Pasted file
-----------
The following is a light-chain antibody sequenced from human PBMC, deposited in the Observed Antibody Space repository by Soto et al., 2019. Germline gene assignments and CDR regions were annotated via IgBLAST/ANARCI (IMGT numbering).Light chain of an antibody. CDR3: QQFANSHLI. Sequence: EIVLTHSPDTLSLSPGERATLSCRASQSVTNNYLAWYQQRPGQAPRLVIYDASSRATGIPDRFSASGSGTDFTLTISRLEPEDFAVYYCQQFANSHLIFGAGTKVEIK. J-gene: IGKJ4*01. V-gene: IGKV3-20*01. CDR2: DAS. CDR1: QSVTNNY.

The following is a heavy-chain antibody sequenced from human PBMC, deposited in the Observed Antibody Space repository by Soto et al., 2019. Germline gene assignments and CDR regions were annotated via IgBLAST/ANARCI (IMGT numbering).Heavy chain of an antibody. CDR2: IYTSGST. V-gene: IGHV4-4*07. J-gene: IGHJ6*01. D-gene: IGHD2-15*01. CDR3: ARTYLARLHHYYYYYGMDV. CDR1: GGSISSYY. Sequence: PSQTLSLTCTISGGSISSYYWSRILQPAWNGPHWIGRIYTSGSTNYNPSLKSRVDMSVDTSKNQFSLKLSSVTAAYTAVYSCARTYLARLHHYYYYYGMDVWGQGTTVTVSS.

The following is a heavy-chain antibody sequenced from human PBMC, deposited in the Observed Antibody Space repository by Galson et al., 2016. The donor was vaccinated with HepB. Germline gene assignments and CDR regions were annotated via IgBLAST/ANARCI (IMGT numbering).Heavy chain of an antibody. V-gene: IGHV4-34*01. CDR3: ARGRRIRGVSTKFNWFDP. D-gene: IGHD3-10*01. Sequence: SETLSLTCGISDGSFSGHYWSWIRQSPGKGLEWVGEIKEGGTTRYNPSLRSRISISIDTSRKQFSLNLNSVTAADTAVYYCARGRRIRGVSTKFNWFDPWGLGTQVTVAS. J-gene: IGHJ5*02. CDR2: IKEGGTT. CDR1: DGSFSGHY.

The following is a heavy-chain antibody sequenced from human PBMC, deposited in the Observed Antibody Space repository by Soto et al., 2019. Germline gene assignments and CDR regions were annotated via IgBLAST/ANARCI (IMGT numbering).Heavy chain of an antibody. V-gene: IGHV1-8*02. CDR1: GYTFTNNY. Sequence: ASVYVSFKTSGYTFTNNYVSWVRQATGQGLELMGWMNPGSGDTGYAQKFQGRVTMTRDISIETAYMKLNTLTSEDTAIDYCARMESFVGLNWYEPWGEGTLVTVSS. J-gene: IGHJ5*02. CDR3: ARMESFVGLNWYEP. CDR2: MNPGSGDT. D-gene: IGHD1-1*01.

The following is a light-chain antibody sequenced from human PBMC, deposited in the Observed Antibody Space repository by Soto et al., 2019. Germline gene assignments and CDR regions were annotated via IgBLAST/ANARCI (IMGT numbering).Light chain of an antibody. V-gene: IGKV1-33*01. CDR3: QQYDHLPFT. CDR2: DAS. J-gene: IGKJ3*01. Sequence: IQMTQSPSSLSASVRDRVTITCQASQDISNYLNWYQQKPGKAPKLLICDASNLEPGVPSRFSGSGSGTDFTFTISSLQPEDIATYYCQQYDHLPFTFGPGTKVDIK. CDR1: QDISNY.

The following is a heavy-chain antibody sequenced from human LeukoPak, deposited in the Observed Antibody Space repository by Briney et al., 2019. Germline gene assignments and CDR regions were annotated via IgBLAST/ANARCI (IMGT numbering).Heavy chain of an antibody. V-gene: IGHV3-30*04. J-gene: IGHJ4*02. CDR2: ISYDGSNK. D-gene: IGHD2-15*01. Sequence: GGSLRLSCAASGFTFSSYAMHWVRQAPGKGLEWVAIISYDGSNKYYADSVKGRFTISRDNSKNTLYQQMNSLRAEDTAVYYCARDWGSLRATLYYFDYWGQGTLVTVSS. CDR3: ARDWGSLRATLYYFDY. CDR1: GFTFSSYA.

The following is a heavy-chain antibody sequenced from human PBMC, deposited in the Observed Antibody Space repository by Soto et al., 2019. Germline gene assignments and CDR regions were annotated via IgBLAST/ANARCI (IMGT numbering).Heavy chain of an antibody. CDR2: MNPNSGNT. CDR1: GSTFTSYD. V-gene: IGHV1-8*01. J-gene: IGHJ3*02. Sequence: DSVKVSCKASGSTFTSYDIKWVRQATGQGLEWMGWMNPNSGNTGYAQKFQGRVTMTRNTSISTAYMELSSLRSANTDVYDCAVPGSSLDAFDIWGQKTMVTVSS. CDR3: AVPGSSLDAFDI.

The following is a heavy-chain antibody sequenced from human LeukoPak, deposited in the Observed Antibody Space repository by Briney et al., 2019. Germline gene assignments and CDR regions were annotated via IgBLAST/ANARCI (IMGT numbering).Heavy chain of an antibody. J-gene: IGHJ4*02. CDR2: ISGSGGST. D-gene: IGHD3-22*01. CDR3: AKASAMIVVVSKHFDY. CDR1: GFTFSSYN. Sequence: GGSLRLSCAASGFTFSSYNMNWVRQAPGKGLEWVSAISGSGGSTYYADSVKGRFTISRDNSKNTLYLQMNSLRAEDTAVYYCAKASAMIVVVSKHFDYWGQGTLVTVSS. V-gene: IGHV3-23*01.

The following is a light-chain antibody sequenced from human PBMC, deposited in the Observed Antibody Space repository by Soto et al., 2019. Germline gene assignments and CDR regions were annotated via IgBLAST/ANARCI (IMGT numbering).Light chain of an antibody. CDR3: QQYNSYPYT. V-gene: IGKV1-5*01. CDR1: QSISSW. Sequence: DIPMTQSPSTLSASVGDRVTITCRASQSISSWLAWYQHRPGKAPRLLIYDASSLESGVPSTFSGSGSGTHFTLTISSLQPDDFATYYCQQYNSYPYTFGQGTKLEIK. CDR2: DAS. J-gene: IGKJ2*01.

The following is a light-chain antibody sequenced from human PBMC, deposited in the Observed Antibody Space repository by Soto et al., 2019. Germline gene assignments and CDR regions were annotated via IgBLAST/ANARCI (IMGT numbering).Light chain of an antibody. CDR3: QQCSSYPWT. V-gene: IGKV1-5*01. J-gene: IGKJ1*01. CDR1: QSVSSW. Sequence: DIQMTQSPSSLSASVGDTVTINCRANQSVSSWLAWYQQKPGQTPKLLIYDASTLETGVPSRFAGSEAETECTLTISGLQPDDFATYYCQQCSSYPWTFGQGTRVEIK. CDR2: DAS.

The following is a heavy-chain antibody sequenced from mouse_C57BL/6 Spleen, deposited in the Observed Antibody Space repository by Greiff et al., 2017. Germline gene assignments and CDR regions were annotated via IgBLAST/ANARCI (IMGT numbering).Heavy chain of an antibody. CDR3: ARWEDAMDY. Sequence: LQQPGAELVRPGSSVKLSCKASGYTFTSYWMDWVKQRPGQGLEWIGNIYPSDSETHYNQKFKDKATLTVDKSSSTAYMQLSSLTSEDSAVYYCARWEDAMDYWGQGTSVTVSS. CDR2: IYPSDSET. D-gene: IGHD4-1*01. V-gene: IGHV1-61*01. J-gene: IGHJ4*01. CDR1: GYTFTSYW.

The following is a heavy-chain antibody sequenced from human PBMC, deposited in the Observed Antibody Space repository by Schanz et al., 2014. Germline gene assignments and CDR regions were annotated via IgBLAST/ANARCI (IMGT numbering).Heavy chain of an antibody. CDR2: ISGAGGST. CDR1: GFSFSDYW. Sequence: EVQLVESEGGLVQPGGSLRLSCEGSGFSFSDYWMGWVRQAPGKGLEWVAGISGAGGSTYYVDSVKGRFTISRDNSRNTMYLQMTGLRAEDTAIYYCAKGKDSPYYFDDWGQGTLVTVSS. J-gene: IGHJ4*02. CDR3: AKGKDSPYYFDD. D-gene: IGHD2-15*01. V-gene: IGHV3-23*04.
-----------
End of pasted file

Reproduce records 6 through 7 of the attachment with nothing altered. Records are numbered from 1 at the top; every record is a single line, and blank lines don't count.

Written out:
The following is a heavy-chain antibody sequenced from human LeukoPak, deposited in the Observed Antibody Space repository by Briney et al., 2019. Germline gene assignments and CDR regions were annotated via IgBLAST/ANARCI (IMGT numbering).Heavy chain of an antibody. V-gene: IGHV3-30*04. J-gene: IGHJ4*02. CDR2: ISYDGSNK. D-gene: IGHD2-15*01. Sequence: GGSLRLSCAASGFTFSSYAMHWVRQAPGKGLEWVAIISYDGSNKYYADSVKGRFTISRDNSKNTLYQQMNSLRAEDTAVYYCARDWGSLRATLYYFDYWGQGTLVTVSS. CDR3: ARDWGSLRATLYYFDY. CDR1: GFTFSSYA.

The following is a heavy-chain antibody sequenced from human PBMC, deposited in the Observed Antibody Space repository by Soto et al., 2019. Germline gene assignments and CDR regions were annotated via IgBLAST/ANARCI (IMGT numbering).Heavy chain of an antibody. CDR2: MNPNSGNT. CDR1: GSTFTSYD. V-gene: IGHV1-8*01. J-gene: IGHJ3*02. Sequence: DSVKVSCKASGSTFTSYDIKWVRQATGQGLEWMGWMNPNSGNTGYAQKFQGRVTMTRNTSISTAYMELSSLRSANTDVYDCAVPGSSLDAFDIWGQKTMVTVSS. CDR3: AVPGSSLDAFDI.